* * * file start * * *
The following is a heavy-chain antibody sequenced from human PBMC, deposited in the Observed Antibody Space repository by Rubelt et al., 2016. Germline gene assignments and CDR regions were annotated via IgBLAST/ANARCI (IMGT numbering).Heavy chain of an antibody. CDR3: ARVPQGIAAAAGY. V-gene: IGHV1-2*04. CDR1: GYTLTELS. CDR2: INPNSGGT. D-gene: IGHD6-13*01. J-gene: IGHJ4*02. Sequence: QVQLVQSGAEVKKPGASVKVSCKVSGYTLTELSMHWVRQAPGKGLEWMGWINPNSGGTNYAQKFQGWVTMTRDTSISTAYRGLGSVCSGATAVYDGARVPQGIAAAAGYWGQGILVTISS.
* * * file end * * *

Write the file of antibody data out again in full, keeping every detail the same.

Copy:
The following is a heavy-chain antibody sequenced from human PBMC, deposited in the Observed Antibody Space repository by Rubelt et al., 2016. Germline gene assignments and CDR regions were annotated via IgBLAST/ANARCI (IMGT numbering).Heavy chain of an antibody. CDR3: ARVPQGIAAAAGY. V-gene: IGHV1-2*04. CDR1: GYTLTELS. CDR2: INPNSGGT. D-gene: IGHD6-13*01. J-gene: IGHJ4*02. Sequence: QVQLVQSGAEVKKPGASVKVSCKVSGYTLTELSMHWVRQAPGKGLEWMGWINPNSGGTNYAQKFQGWVTMTRDTSISTAYRGLGSVCSGATAVYDGARVPQGIAAAAGYWGQGILVTISS.